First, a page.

It will take three to five years to fill the dam to its full capacity. The average river discharge at the dam site is 1,547 meter cube per second according to information obtained from EEPCo.
The project is considered inexpensive in terms of cost per unit of mega watt hours it generates.

The Governor of the National Bank of Ethiopia, Tekleweld Atnafu, announced last week, that his office has floated a bond through public financial institutions in order to raise funds for the project.

His office even ordered that private commercial banks buy a bond, about 27 percent of their loan disbursement after the announcement to end the lending cap imposed on commercial banks for about two years last Monday, April 01, 2011. According to industry observers, this is one of the many mechanisms by which the government intends to carry out the mega and ambitious plan envisaged in the Growth and Transformation Plan, the governing economic plan of the country for five years.

The most surprising fact about this grand undertaking is the participation of the present 77 years old lead engineer of Salini, Pitra Angel, the then young surveyor who identified the site as potential area for hydropower development half a century ago, exactly when Salini entered the construction market of Ethiopia, under the direct command of the then King of Ethiopia, Emperor Haile Silassie I.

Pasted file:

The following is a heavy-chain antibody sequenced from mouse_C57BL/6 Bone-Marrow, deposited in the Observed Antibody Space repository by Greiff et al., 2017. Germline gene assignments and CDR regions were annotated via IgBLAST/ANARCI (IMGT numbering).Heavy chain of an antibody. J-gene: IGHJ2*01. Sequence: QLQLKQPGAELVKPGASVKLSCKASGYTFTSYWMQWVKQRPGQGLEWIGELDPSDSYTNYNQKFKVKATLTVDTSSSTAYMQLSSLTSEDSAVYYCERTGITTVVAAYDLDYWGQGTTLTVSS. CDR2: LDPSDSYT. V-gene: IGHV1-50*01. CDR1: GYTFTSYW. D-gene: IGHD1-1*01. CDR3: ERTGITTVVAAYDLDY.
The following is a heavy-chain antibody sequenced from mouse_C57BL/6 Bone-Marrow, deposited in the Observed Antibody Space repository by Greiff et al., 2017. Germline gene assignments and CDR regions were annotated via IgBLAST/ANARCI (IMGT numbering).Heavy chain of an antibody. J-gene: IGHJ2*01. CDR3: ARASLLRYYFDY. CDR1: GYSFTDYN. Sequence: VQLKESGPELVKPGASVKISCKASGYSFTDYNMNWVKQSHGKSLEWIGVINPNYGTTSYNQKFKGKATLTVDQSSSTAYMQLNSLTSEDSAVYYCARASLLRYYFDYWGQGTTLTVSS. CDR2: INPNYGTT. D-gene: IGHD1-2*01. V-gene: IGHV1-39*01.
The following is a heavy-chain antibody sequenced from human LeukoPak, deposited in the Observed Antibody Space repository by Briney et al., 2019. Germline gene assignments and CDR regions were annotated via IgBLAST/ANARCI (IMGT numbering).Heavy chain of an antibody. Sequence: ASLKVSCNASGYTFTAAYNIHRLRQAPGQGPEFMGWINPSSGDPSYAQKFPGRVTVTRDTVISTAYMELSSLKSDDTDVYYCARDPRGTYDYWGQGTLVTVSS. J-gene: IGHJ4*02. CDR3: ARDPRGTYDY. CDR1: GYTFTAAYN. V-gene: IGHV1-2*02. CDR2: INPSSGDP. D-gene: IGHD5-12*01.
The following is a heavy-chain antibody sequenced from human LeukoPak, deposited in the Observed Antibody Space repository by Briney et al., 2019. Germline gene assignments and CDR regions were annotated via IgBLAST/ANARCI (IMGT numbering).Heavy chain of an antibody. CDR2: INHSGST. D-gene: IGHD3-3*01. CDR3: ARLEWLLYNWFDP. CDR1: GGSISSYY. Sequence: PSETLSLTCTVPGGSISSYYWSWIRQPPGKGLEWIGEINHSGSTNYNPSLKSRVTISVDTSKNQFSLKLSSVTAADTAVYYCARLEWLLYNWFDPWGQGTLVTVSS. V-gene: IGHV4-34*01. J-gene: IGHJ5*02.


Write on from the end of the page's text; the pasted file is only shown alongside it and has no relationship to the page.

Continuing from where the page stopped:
Though the project was made public on March 30, 2011, it has been in progress since September 2010.

An air strip has been constructed providing access to light air craft and assuring fast and regular connection with Addis Ababa. A crushing plant is operational at the site while a batching plant is being installed.

The undertaking will create 12,000 job opportunities at peak of production.

EEPCo is the sole utility provider throughout the nation with its present generating capacity of not more than 1,300MW. This is planned to be increased to 10,000MW at the end of 2017. Only 41 percent of the total population has access to electricity. EEPCo intends to increase the current access to 75 percent in the next five years.

Africa constitutes 14 percent of the world population while it was able to produce only three percent of world’s electricity according to Abdoulie Janneh, United Nation Under-Secretary General and Executive Secretary of Economic Commission for Africa during his speech delivered at the International Hydropower Conference in Addis Ababa.

 He added that from a business viewpoint, power shortage and regular interruptions to services cost African firms about five percent of their sales while the economic costs of power outage in this continent estimated to reach one to two percent of gross domestic product.